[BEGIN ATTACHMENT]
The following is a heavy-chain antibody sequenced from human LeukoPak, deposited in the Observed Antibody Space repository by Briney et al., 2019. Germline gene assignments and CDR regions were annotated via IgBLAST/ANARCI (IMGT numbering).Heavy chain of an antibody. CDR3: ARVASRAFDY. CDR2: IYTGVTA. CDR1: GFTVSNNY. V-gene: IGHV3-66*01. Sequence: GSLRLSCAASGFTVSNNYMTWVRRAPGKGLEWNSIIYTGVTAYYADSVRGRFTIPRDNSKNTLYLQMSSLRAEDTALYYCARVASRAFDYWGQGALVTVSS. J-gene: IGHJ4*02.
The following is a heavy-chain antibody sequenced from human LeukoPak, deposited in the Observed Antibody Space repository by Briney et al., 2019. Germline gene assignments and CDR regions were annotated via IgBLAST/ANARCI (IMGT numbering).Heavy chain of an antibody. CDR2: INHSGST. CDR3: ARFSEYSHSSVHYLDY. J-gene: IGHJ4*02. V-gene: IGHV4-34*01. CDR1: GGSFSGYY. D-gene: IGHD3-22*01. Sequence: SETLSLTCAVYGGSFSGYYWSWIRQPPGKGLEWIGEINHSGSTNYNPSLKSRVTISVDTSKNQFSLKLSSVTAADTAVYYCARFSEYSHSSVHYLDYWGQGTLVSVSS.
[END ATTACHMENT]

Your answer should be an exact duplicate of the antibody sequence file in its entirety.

The following is a heavy-chain antibody sequenced from human LeukoPak, deposited in the Observed Antibody Space repository by Briney et al., 2019. Germline gene assignments and CDR regions were annotated via IgBLAST/ANARCI (IMGT numbering).Heavy chain of an antibody. CDR3: ARVASRAFDY. CDR2: IYTGVTA. CDR1: GFTVSNNY. V-gene: IGHV3-66*01. Sequence: GSLRLSCAASGFTVSNNYMTWVRRAPGKGLEWNSIIYTGVTAYYADSVRGRFTIPRDNSKNTLYLQMSSLRAEDTALYYCARVASRAFDYWGQGALVTVSS. J-gene: IGHJ4*02.
The following is a heavy-chain antibody sequenced from human LeukoPak, deposited in the Observed Antibody Space repository by Briney et al., 2019. Germline gene assignments and CDR regions were annotated via IgBLAST/ANARCI (IMGT numbering).Heavy chain of an antibody. CDR2: INHSGST. CDR3: ARFSEYSHSSVHYLDY. J-gene: IGHJ4*02. V-gene: IGHV4-34*01. CDR1: GGSFSGYY. D-gene: IGHD3-22*01. Sequence: SETLSLTCAVYGGSFSGYYWSWIRQPPGKGLEWIGEINHSGSTNYNPSLKSRVTISVDTSKNQFSLKLSSVTAADTAVYYCARFSEYSHSSVHYLDYWGQGTLVSVSS.